Malian strongman Colonel Assimi Goita returned home on Monday after West African leaders condemned a second coup that cemented his grip on power, calling on him to name a new prime minister but stopping short of reimposing sanctions.
At a crisis summit in Ghana on Sunday, the Economic Community of West African States (ECOWAS) decided to suspend Mali from the 15-nation bloc and urged Goita to appoint a new civilian premier and forge a new "inclusive government".
But the leaders stopped short of hitting the country with sanctions to back this demand -- a move that they had adopted after a first coup last August.
In a tweet, J. Peter Pham, a former US envoy to the Sahel, said the summit communique "offers lip service by condemning what it calls a coup d'etat in #Mali & suspending the country."
"But what it really did was acquiesce to (a) fait accompli, omitting entirely the sanctions it had imposed last year."
Dozens of supporters greeted Goita on his arrival, an AFP journalist saw.
"Now the transition can start," said one of them, student Alpha Cisse.
Goita last August led army officers who overthrew elected president Ibrahim Boubacar Keita, following mass protests over perceived corruption and a bloody jihadist insurgency.
After the takeover, the military agreed to appoint civilians as interim president and prime minister under the pressure of ECOWAS trade and financial sanctions.
But in a move that provoked diplomatic uproar, soldiers last week detained transitional president Bah Ndaw and prime minister Moctar Ouane, releasing them on Thursday while saying that they had resigned.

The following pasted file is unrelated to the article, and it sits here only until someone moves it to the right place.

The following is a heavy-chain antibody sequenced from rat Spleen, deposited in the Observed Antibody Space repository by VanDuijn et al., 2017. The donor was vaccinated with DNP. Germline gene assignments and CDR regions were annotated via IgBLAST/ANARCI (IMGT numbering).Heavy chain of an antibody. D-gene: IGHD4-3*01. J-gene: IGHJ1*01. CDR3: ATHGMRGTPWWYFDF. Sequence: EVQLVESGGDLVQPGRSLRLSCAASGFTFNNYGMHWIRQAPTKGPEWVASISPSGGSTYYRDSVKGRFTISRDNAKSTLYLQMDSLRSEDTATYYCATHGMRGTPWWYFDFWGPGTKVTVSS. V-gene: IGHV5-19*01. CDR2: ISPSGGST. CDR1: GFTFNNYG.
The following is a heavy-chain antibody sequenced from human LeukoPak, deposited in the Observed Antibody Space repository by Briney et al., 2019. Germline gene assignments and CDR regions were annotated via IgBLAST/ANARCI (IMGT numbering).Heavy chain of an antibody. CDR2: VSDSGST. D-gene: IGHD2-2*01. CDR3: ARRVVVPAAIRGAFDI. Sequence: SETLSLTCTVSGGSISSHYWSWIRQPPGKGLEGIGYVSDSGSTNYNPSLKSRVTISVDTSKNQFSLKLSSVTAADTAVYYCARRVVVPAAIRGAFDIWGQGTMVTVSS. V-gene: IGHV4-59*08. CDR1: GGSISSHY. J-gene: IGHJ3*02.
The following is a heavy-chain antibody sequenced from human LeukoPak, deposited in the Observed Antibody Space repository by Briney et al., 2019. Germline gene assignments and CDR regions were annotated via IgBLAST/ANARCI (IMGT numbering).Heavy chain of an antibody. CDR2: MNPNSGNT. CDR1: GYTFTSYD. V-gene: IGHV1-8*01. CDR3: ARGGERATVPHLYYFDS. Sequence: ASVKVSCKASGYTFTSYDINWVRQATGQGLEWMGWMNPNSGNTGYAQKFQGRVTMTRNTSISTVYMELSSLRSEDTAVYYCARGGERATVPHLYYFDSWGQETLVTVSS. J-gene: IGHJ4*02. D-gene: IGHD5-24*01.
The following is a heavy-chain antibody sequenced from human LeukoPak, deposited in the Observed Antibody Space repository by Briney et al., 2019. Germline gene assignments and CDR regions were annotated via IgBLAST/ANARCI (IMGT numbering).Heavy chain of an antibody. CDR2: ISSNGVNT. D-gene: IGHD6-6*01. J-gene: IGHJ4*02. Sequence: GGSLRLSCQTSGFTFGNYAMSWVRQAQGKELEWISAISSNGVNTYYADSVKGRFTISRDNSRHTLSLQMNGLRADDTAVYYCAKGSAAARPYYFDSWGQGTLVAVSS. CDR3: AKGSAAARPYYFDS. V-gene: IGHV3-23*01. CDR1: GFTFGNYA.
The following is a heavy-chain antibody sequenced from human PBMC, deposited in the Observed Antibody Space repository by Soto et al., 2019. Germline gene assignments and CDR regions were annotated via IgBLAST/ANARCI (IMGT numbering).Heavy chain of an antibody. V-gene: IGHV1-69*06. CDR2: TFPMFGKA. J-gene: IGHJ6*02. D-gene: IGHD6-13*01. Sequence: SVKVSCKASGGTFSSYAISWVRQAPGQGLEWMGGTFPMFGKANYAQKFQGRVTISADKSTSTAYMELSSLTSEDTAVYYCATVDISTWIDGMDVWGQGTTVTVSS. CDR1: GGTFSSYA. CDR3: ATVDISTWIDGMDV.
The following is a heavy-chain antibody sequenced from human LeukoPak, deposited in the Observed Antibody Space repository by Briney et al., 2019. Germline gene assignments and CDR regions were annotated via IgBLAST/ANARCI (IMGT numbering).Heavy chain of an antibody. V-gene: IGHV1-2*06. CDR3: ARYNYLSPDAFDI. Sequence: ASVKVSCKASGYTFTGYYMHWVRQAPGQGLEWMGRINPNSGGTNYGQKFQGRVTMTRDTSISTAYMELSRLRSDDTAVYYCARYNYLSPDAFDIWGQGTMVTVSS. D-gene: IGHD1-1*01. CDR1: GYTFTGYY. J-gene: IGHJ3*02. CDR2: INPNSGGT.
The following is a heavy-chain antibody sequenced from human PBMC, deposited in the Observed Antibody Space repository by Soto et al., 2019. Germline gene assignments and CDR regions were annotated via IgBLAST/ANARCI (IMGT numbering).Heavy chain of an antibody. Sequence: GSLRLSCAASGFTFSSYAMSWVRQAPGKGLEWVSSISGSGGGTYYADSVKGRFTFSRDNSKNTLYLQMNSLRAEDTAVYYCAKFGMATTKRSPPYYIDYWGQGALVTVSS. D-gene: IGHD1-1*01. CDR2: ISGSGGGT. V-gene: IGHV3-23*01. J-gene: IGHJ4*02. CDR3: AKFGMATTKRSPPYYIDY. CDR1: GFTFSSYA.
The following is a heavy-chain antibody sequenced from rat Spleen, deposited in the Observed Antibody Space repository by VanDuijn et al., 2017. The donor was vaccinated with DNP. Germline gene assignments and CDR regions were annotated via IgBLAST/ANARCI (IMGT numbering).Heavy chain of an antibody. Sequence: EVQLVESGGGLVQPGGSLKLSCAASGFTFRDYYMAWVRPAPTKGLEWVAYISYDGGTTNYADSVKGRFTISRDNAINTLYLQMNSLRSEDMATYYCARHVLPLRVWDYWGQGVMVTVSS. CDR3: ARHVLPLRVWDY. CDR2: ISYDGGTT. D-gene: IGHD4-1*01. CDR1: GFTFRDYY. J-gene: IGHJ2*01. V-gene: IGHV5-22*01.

Mali's constitutional court completed Goita's rise to full power on Friday by naming him transitional president.
- No sanctions -
The United States and Mali's former colonial master France had both threatened sanctions in response to the second coup.
But ECOWAS refrained from reimposing sanctions, nor did it call for the reinstatement of transitional president Bah Ndaw.
It still pushed for Mali to transition to civilian rule under a previously agreed timetable.
The bloc suspended Mali from ECOWAS until February 2022, "when they are supposed to hand over to a democratically elected government," Ghana's Foreign Minister Shirley Ayorkor Botchwey said after the meeting.
Goita's judicial adviser Youssouf Coulibaly told AFP that the military regime "will do everything to meet" the deadline for the civilian transition -- while saying that they might be too close.
"I think that objectively the nine months (until February 2022) are not enough for all the work we have to achieve stable and credible elections," Coulibaly said.
In Paris, French President Emmanuel Macron said that ECOWAS' conditions for a transition to civilian rule were "the minimum".
"Neither France nor its partners has any business engaging in Mali if ECOWAS' demands are not respected," he added after talks with German Chancellor Angela Merkel.
- Radical Islamism -
France has some 5,100 troops deployed across Africa's arid Sahel region as part of its anti-jihadist force Barkhane, while smaller German contingents participate in the UN MINUSMA peacekeeping mission and an EU mission to train Malian soldiers.
Paris first intervened in Mali in 2013 at the request of the government, to help quell a jihadist rebellion that broke out the previous year.
The brutal insurgency is still raging in the vast nation of 19 million people, and has spread to neighbouring Burkina Faso and Niger.
Macron had said in an interview with the Journal du Dimanche newspaper published Sunday that Paris "could not stay by the side of a country where there is no longer democratic legitimacy or a transition".
Macron also warned that France would withdraw its troops from Mali should the country lurch towards radical Islamism under Goita's leadership.
Choguel Maiga, an opposition leader who is tipped to become the new prime minister, has close ties with the influential imam Mahmoud Dicko.
Both men, as well as most of Mali's political elite, favour dialogue with Mali's jihadists in order to stem the bloodshed in the country -- a policy long opposed by Paris.